In an era where machine learning, connected devices and AI will make as much of an impact in medical research as clinical trials or lab tests, what does the patient experience look and feel like? And if personal data is fuel for medical progress, how can we encourage thousands of patients to contribute theirs? We were tasked by a group of visionary doctors at New York’s premier hospital to create an experience that was both medically effective and compelling enough to attract patients to participate in bringing this vision of the future to bear.



Over the course of a year, Cactus’ designers and engineers worked in close collaboration with Mount Sinai to design, develop and launch a new type of medical space from the ground up. The space, called Lab100, is a hybrid clinic and research lab leveraging data and technology to redesign the way health is measured and healthcare is delivered. Located at Mount Sinai in Manhattan, Lab100 empowers patients to track their health over time by providing the most comprehensive personal health assessment currently available. As a research center, Lab100 equips scientists with longitudinal multi-scale health data and a testbed environment to develop, validate and deploy new products and services. By closing the feedback loop between discovery science and care delivery, Lab100 creates a virtuous cycle of innovation that radically accelerates the pace at which promising ideas become clinical practice.



Before work on hardware, software, brand or design began, the team at cactus worked in close collaboration with the doctors at Mount Sinai to set a strong strategic foundation for the project. First a set of mission-critical objectives were established to direct all decisions to come. We agreed that: 1- We must dramatically increase patient agency through not just access to best-in-class data, but also the educational and interactive elements necessary to give a deep understanding of what that data really means. 2- Our system must continually adapt and improve. Fast and often. We must be able to show medical innovations actually happening at the speed of the tech industry. And finally, 3- We must quickly show that our system fuels both the medical and data science research fields, demonstrably pushing the industry towards a predictive, rather than merely reactive, model of healthcare. From here the brief was clear: Make it medically precise and effective. Make it eye-opening and educational. Make it fun.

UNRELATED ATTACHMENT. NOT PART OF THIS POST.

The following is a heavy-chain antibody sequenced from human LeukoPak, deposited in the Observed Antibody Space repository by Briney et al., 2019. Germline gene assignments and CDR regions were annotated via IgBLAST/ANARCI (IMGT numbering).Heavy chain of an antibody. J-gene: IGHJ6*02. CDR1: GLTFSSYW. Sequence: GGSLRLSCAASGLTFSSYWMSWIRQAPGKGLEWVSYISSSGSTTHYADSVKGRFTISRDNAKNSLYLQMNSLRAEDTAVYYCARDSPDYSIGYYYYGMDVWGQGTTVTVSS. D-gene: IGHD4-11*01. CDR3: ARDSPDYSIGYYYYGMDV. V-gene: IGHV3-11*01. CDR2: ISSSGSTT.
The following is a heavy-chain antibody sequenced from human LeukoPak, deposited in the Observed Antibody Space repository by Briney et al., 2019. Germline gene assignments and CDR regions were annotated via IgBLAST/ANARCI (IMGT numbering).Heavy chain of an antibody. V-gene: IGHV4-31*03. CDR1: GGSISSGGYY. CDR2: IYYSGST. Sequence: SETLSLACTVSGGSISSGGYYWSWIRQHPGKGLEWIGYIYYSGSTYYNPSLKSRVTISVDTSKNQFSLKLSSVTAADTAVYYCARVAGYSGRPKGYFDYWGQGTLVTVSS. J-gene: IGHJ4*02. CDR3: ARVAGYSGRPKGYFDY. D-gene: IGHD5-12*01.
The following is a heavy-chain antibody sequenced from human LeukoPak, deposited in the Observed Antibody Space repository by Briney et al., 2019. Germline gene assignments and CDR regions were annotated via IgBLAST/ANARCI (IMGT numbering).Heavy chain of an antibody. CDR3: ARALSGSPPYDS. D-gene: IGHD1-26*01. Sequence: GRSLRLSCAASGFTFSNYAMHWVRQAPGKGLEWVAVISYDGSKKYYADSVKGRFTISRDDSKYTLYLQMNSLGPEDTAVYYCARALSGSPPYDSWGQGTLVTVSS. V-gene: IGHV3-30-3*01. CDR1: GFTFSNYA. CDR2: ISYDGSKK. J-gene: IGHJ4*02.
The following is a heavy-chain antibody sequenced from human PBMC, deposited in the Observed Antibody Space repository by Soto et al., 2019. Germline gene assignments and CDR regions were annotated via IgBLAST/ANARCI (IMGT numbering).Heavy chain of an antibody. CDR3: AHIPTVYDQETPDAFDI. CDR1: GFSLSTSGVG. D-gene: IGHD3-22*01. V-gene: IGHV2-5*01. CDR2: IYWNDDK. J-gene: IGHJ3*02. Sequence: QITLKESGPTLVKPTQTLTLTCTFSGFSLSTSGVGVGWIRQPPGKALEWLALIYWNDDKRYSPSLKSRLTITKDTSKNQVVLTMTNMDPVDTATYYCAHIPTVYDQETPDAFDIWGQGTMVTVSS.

The culmination of the design phase was a detailed user-journey map incorporating all technical, architectural and human factors.

A visit to Lab100 begins on the patient’s PC or phone. Launching from, the patient proceeds into a web-app that gathers relevant information, allows them to make an appointment and pay. Web and animated content explains and ushers the along the digital journey. The final steps in the digital journey are medical self-assessments adapted from industry standards into a beautiful and intuitive interface.


Upon entry into the space, the patient is greeted by the doctor, a quick headshot photo is snapped to create a visual token for the visit. The patient is then guided through a series of stations, each measuring, reporting and contextualizing one or more biomarkers, including cognition, balance, dexterity, anthropometrics, body composition, blood chemistry and strength. Through the examination process, Cactus-produced videos explain what the doctor and the technology is assessing and why it’s important to overall health. The culmination of the experience is a final consultation, where the patient and doctor discuss findings, ideas and recommendations. This conversation is greatly aided by a large-scale video wall with data gathered throughout the experience, presented in an interactive visualization. After the visit is complete, at any point, the patient can return to the Lab100 web-app to view a full results breakdown.



The entire Lab100 design language is based on precision. Each element of software, hardware and architecture is designed within the same 16x9 grid. This unifying graphical system allows for screens and walls to blend seamlessly together. It also allows for everything from the built-in furniture, to the data displayed on patient’s mobile devices, to appear in harmony.


Iterative improvement is core to the Lab100 mission. The floor, walls and dividers are all lightweight and inexpensive, making them easy to amend. Custom printed vinyl, PVC and glass were all chosen because they are easy to engrave, cut and replace with CNC machines. And the entire architectural structure is fabricated as individual modules that can be renovated individually or added to, as new tests and methodologies are brought into the clinical program.